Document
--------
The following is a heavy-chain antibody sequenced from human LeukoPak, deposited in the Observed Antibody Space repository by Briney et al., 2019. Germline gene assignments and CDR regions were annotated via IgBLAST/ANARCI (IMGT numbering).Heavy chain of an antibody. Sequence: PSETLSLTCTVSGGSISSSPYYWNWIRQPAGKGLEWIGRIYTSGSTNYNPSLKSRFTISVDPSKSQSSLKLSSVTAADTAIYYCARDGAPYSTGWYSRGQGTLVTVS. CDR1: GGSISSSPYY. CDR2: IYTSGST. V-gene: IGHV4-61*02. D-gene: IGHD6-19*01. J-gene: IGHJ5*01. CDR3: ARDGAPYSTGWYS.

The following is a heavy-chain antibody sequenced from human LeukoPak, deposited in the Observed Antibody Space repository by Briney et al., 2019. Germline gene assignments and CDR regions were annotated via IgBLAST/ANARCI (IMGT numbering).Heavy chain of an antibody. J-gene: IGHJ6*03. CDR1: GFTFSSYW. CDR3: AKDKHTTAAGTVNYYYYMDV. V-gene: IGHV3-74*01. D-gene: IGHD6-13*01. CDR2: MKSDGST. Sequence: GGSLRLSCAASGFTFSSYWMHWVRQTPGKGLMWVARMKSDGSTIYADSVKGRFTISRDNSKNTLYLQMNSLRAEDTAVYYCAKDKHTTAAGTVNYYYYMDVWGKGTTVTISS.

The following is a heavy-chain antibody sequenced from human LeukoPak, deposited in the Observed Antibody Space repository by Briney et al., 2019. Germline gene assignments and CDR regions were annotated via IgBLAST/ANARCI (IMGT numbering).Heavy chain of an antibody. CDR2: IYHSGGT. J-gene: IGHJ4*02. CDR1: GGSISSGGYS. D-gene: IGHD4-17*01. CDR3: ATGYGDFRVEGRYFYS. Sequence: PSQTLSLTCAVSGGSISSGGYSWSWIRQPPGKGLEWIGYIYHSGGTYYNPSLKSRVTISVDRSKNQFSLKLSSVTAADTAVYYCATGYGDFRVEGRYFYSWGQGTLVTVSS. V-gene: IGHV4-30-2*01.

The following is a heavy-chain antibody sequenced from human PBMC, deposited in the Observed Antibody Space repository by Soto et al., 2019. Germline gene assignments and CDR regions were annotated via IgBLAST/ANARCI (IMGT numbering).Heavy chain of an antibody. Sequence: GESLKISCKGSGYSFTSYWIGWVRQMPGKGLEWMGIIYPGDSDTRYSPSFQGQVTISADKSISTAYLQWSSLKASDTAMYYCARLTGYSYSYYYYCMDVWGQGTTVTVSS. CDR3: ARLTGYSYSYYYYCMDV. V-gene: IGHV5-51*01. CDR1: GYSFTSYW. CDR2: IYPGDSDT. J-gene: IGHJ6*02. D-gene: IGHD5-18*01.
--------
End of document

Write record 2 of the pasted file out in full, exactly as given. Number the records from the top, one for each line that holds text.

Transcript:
The following is a heavy-chain antibody sequenced from human LeukoPak, deposited in the Observed Antibody Space repository by Briney et al., 2019. Germline gene assignments and CDR regions were annotated via IgBLAST/ANARCI (IMGT numbering).Heavy chain of an antibody. J-gene: IGHJ6*03. CDR1: GFTFSSYW. CDR3: AKDKHTTAAGTVNYYYYMDV. V-gene: IGHV3-74*01. D-gene: IGHD6-13*01. CDR2: MKSDGST. Sequence: GGSLRLSCAASGFTFSSYWMHWVRQTPGKGLMWVARMKSDGSTIYADSVKGRFTISRDNSKNTLYLQMNSLRAEDTAVYYCAKDKHTTAAGTVNYYYYMDVWGKGTTVTISS.